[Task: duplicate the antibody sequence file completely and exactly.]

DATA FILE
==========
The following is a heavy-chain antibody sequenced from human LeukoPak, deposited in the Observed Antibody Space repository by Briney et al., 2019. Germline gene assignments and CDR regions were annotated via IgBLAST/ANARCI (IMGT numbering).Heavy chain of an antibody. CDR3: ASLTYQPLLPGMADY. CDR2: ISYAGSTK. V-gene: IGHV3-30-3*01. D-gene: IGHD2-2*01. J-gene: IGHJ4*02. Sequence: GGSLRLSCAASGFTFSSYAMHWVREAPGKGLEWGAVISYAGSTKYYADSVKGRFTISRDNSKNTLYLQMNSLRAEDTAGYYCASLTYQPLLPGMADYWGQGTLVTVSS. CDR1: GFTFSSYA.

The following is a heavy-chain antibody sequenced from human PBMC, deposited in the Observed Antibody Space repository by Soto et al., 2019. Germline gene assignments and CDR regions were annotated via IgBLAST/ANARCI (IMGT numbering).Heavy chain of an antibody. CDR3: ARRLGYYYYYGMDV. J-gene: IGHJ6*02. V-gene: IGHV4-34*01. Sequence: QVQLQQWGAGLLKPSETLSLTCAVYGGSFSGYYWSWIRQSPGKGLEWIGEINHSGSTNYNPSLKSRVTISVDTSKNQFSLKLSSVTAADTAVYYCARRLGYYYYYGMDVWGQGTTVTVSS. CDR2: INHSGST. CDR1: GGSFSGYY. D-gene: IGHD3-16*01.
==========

The following is a heavy-chain antibody sequenced from human LeukoPak, deposited in the Observed Antibody Space repository by Briney et al., 2019. Germline gene assignments and CDR regions were annotated via IgBLAST/ANARCI (IMGT numbering).Heavy chain of an antibody. CDR3: ASLTYQPLLPGMADY. CDR2: ISYAGSTK. V-gene: IGHV3-30-3*01. D-gene: IGHD2-2*01. J-gene: IGHJ4*02. Sequence: GGSLRLSCAASGFTFSSYAMHWVREAPGKGLEWGAVISYAGSTKYYADSVKGRFTISRDNSKNTLYLQMNSLRAEDTAGYYCASLTYQPLLPGMADYWGQGTLVTVSS. CDR1: GFTFSSYA.

The following is a heavy-chain antibody sequenced from human PBMC, deposited in the Observed Antibody Space repository by Soto et al., 2019. Germline gene assignments and CDR regions were annotated via IgBLAST/ANARCI (IMGT numbering).Heavy chain of an antibody. CDR3: ARRLGYYYYYGMDV. J-gene: IGHJ6*02. V-gene: IGHV4-34*01. Sequence: QVQLQQWGAGLLKPSETLSLTCAVYGGSFSGYYWSWIRQSPGKGLEWIGEINHSGSTNYNPSLKSRVTISVDTSKNQFSLKLSSVTAADTAVYYCARRLGYYYYYGMDVWGQGTTVTVSS. CDR2: INHSGST. CDR1: GGSFSGYY. D-gene: IGHD3-16*01.